What? Isn’t reading supposed to be good? Well, reading is great if it empowers you and enables you to make better decisions, but there’s such a thing as too much reading. Too many choices and styles can leave you feeling disempowered and confused, unable to make healthy decisions. Let’s face it- if self-help books worked, that category would be a tiny one. Read the book, fix the problems and bam! All done. If you find reading helpful, by all means, carry on, but don’t get stuck in a parenting library swamp.
Don’t listen to your friends
We all love support. Thrive on it. Whether it’s from real-life friends dropping around for coffee, or a network of similar-minded parents online sharing empathy and advice, those relationships can help you through some trying times, but they can also throw your family engine into a stall. Experiential advice (“Well, this happened to my kid, so you have to fix it like that”, or, “that rash has to be X, because we went through that last year”), can lead to you feeling overwhelmed by support and even guilty for ignoring their advice. Chances are, you will know what’s best for your child, and, if not, you are perfectly capable of making decisions, even if those decisions involve your child’s doctor.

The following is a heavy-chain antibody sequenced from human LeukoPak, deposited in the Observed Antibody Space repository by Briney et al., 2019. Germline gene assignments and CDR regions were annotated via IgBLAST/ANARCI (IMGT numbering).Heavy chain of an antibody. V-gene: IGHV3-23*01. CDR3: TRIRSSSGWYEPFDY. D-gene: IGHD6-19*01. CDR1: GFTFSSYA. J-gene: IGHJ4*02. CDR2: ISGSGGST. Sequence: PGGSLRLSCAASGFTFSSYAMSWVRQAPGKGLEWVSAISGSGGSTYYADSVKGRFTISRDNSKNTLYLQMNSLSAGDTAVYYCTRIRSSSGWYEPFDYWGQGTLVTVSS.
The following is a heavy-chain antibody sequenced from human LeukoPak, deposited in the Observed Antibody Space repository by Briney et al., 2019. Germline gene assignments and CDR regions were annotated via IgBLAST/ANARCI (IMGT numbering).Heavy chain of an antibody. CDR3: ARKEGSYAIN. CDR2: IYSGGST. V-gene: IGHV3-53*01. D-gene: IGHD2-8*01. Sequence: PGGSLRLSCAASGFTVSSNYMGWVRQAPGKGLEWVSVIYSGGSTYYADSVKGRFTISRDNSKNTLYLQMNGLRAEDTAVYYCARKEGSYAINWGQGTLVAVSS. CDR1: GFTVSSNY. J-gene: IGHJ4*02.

Don’t ask Google
What we love about Google is that we can type in any question and, in a second, have pages of answers. Which is fine when you’re looking for a finite answer such as the name of a movie actor, but not so great when it comes to diagnosing paediatric illnesses, or finding out ways to stop your baby crying. Google doesn’t make a good parent. If Google could have babies, they’d be confused and over-protected beings with multiple personalities. Not to mention every possible illness, most of them terminal!
Remember the bigger picture
You know the quote, “In three words I can sum up everything I've learned about life: it goes on”. (Robert Frost)? That’s not meant to be a cynical dismissal of life’s challenges, but, perhaps, a seed of hope to those of us who are feeling caged in by pregnancy, breastfeeding, crying babies, sleeplessness, dummy weaning, potty training, temper tantrums and glowering teens. The cage has an expiry date. At some point, you’ll look back in wonder at just how odd it is that those difficult times held such a grip on your life.
When things seem to get heavy, or you’re at a loss for how to cope, step back and think. Not about solutions, but about your child. Imagine being a teacher. Each year, a teacher sees a classroom full of fresh faces. After a few short months, those kids are gone again, a little taller, a little wiser. Childhood is easily measured in years- most parents can relate to the experience of suddenly thinking “where did THAT decade go?” and, when you have small kids, those pivotal first and second decades fly past, too. If you look for ways to enjoy your children and for them to enjoy life, you’ll have fun along the way, too.
Sometimes the biggest changes you can make to improve your parenting are the simplest ones.
Do you find parenting to be too complicated sometimes?
Disclaimer: The views of columnists published on Parent24 are their own and therefore do not necessarily represent the views of Parent24.